There were more weeds than gravel in the driveway. The front steps were ready to be condemned. Stepping inside, the realtor wrestled with a radio that was blasting heavy metal. The place smelled punky. Like unwashed hair. It was dark and filled with the most frightening collection of life-sized stuffed animals. And ships. The washer/dryer stackables were bedside. There’s no way you could even open them up without moving the bed—which was crammed in the 6×6 “third bedroom.”
We didn’t even look at the backyard or the lake. That’s when we both knew it was bad. We couldn’t see past the stuffed animals and peeling linoleum and paneling and smell. The husband helpfully suggested, “You gotta see past the furniture.” As he threw himself on the huffalump couch.
The agent scurried about and apologized for the seller. “He only uses this place in the summer, so he hasn’t had a chance to do a spring clean yet.” Why would he put it on the market then? Oh, and then she said this which made us both want to laugh: “Just so you know, there is an offer on it.” (It had been on the market for 12 hours and we called her bluff).
Offer or not, nothing was making that place pretty. We ignored her threat. of multiple bids.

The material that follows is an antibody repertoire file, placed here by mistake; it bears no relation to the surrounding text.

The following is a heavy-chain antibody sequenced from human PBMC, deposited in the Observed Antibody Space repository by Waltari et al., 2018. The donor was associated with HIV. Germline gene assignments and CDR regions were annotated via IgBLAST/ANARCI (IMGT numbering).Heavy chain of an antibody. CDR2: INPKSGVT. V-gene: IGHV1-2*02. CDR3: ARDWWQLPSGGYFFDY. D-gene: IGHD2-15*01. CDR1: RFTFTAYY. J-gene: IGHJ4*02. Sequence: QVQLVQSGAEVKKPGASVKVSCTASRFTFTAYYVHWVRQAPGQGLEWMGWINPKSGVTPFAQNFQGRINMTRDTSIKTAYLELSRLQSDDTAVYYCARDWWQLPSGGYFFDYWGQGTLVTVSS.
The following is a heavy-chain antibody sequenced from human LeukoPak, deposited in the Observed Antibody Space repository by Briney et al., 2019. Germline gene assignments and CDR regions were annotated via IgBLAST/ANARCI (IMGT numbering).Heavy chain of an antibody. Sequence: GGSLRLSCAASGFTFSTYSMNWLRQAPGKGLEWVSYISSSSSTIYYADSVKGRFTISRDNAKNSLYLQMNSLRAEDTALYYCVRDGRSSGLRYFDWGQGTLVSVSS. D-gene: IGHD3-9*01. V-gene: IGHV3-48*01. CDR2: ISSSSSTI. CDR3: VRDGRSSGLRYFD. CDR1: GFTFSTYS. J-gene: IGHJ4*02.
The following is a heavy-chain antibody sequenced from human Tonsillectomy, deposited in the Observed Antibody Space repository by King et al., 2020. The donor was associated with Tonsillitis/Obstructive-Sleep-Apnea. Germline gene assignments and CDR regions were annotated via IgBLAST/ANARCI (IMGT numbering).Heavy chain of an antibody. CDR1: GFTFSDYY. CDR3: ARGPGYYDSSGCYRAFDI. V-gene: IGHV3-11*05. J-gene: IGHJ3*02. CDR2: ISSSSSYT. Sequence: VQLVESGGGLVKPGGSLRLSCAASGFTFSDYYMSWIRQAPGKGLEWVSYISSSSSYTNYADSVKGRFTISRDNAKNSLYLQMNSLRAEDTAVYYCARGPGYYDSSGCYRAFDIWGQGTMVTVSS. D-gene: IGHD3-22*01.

We looped north to Napanee proper, shaking our heads, mildly disappointed…and found lamb burgers and a stone butch lesbo-fronted blues band performing at the Waterfront Pub. Kim and I should start singing blues songs about real estate. We looked at the map of Prince Edward County and decided we’d hold out for Partridge Hollow, Pigtail Drive or Mosquito Lane. Over lagers from a nearby brewery in Bath, we fancied ourselves living on Petticoat Point, Doolittle Road or Limestone Ledges Lane.
We carried on, with bedsores from too many kilometers in such a short span (900+) and the Motel 6 reasonable facsimile of a mattress. We stopped to re-fuel in “Welcome” at a gas station that sold homemade butter tarts, surprise bags for 25 cents, a brand new walker for $59 and local asparagus for $2.50 a bunch.
Somehow though, we were reassured. With a full tank and some asparagus, we realized that in these parts, anything is possible. Adventures in real estating continues.